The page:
and stationed one in Bay Saint Louis and one in Biloxi Bay. The Secretary of the Navy requires that they be returned to Mobile, whence they came. Such accessories are very necessary on that coast, and I should like to have authority to use any funds that may be in my hands to construct two more, to replace those I have. I can get no assistance from the Navy, as they have no funds.
HDQRS. DEPARTMENT ALABAMA AND WEST FLORIDA,
Mobile, Ala., February 15, 1862.
Honorable J. P. BENJAMIN,
Secretary of War, Richmond, Va.:
SIR: You will excuse me, at this time of great danger to our cause, for presuming to depart from my usual course and to offer a few suggestions on our future military policy.
1. Our means and resources are too much scattered. The protection of persons and property, as such, should be abandoned, and all our means applied to the Government and the cause. Important strategic points only should be held. All means not necessary to secure these should be concentrated for a heavy blow upon the enemy where we can best assail him. Kentucky is now that point. On the Gulf we should only hold New Orleans, Mobile, and Pensacola; all other points, the whole of Texas and Florida, should be abandoned, and our means there made available for other service. A small loss of property would result from their occupation by the enemy; but our military strength would not be lessened thereby, whilst the enemy would be weakened by dispersion. We could then beat him in detail, instead of the reverse. The same remark applies to our Atlantic seaboard. In Missouri the same rule can be applied to a great extent. Deploring the misfortunes of that gallant people, I can but think their relief must reach them through Kentucky.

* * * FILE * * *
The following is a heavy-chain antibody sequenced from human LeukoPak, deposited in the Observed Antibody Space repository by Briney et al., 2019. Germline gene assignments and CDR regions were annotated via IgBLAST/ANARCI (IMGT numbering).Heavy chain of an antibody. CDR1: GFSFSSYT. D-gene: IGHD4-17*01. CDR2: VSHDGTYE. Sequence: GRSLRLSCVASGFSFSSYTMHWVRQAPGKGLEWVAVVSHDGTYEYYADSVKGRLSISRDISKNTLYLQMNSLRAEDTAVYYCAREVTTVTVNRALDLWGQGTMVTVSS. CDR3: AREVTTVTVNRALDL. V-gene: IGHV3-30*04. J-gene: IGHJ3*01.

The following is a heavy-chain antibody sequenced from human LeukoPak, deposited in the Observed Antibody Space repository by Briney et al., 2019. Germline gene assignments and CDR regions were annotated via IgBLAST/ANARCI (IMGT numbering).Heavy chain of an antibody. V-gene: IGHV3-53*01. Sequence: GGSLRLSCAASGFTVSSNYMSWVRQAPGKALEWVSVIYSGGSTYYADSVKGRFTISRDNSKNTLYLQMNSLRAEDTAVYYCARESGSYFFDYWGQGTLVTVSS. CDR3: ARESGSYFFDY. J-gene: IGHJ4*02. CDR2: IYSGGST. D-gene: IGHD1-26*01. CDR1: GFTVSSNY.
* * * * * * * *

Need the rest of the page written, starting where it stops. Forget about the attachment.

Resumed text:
2. The want of success with our artillery everywhere is deplorable; but I believe it can be explained and remedied. This arms requires knowledge, which nothing but study and experience combined can give. Unfortunately, many of our higher officers and a larger proportion of our men consider there is no duty to be done in this contest but to fight. Gallant to a fault, they ignore preparation, and exhaust their energies and time in clamoring for this fight. Calamitous results teach them too late the unfortunate error.
The enemy's light-draught gunboats require of us different defenses for our assailable points. An old-fashioned artillery will not answer. We must have long range guns to reach them, and they must be properly mounted, supplied, and served. Our 8 and 10 inch shell guns have my preference. The rifle gun I consider yet an experiment, not a success, except the light field piece-bronze; still* I use them an auxiliary. Whenever the enemy has brought his shell guns against our lighter metal, we have to yield. But at Pensacola we crippled and drove off two of his largest and heaviest armed ships with only two 8-inch guns in an open sand battery, served, it is true, by brave men, thoroughly instructed and directed by a competent artillery officer.
We must then oppose the enemy's heavy metal by the same, and put competent meant to mount, supply, and serve our own guns. If we have not the guns, it is better, to yield the positions than to sacrifice our men and means in a futile attempt at defense. And when you have the guns,